Emoticons as evidence?

The Law and Fiction blog is back up and running — I hope! To test that theory, I’m sharing a piece I heard on NPR yesterday that may sound like it came from The Onion, but I promise you, this is real stuff. Next Witness: Will the Yellow Smile Face Take the Stand? http://www.npr.org/2015/02/08/384662409/your-honor-id-like-to-call-the-smiley-face-to-the-stand

The piece mentions concerns over how to interpret an emoticon, and suggests that the author of the text or email be asked to state what he meant by the emoticon. Some texts or emails might come in to evidence through the recipient — like letters received, they would be admissible under an exception to the hearsay rule — but the recipient can only testify about what she understood the emoticon to mean, not what the writer meant, which would be speculation and hearsay.

Online searches as evidence in a criminal case

medium_5938168933I noticed an interesting ruling in the recent case of a Seattle lawyer who pleaded* guilty to five counts of rape and one count of burglary, for his attacks on several women, most of them Asian female massage therapists. According to the Seattle Times, the trial judge ruled that evidence of the defendant’s online searches for “rape scenes” would be admissible at trial.

No worries for writers who sometimes worry about their search history—law enforcement didn’t track him on line, but arrested him after victims reported the rapes, which then resulted in more reports of similar incidents. Law enforcement officers seized his computer and discovered the evidence of his searches for incidents similar to those he was charged. I have not read the ruling—not available on line, as we discussed last month in my post about electronic court filing—but I suspect the primary issue was whether the evidence was “probative.” That is, did it make a fact at issue in the case more or less likely? No doubt the prosecutors and  defense counsel debated whether the act of searching shed any light on his guilt or innocence. As the judge might have said, objections go to weight, not admissibility.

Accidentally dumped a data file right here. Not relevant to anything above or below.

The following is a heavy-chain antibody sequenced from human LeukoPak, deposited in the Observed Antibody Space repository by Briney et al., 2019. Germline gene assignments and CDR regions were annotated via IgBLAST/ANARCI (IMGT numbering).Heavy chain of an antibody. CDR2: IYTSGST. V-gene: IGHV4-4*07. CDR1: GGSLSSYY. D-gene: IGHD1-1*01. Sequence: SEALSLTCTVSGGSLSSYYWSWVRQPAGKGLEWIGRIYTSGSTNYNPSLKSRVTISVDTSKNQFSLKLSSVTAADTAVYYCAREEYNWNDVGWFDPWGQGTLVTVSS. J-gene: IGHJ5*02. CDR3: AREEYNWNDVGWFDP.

Judge Mary Yu excluded testimony about the defendant’s attraction to Asian women and  allegations he sexually harassed co-workers. Again, I suspect that the evidence was not probative—it may be bad, but any connection to the rape allegations is too remote and speculative. A white man’s attraction to Asian women hardly indicates whether he is or isn’t a rapist. The sexual harassment allegations could be connected, depending on what they involved—innuendo or suggestive comments, on the one hand, or forceful touching or demands for sex as a condition of employment, what the law calls quid pro quo allegations, on the other. Obviously, a judge has to draw the line carefully to prevent inappropriate implications that committing one type of wrong act proves a defendant committed another and avoiding the risk of taint, while allowing the jury to see the full picture.

How might searches of your fictional suspect’s computer—by law enforcement or your amateur sleuth—uncover evidence and lead to a fight over admissibility? 

Garner* Doesn’t sound right to me, either, but Garner says it’s so, in Garner’s Modern American Usage.

A Perry Mason question — objections

medium_5938168933A reader says of Perry Mason, “He’ll occasionally object that certain testimony is “incompetent, irrelevant, and immaterial.” The last two words I have no problem with, but in that context, what does “incompetent” mean? It obviously doesn’t mean the
same thing as it does when I say that so-and-so is incompetent. :)”

Generally, it means that the witness has no basis to know what he claims to know. As if I testified about astrophysics or whether Oswald acted alone. It’s an old-fashioned term; these days, most lawyers would say “objection: foundation.”

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